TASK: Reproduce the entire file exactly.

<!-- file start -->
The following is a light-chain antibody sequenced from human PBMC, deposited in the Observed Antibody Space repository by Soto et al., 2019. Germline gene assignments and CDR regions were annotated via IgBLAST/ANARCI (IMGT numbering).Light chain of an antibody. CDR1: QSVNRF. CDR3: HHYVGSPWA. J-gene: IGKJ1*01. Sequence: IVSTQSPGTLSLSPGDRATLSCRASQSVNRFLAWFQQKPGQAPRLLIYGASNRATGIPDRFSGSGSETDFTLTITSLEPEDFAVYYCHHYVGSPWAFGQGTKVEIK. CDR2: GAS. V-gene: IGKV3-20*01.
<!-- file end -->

The following is a light-chain antibody sequenced from human PBMC, deposited in the Observed Antibody Space repository by Soto et al., 2019. Germline gene assignments and CDR regions were annotated via IgBLAST/ANARCI (IMGT numbering).Light chain of an antibody. CDR1: QSVNRF. CDR3: HHYVGSPWA. J-gene: IGKJ1*01. Sequence: IVSTQSPGTLSLSPGDRATLSCRASQSVNRFLAWFQQKPGQAPRLLIYGASNRATGIPDRFSGSGSETDFTLTITSLEPEDFAVYYCHHYVGSPWAFGQGTKVEIK. CDR2: GAS. V-gene: IGKV3-20*01.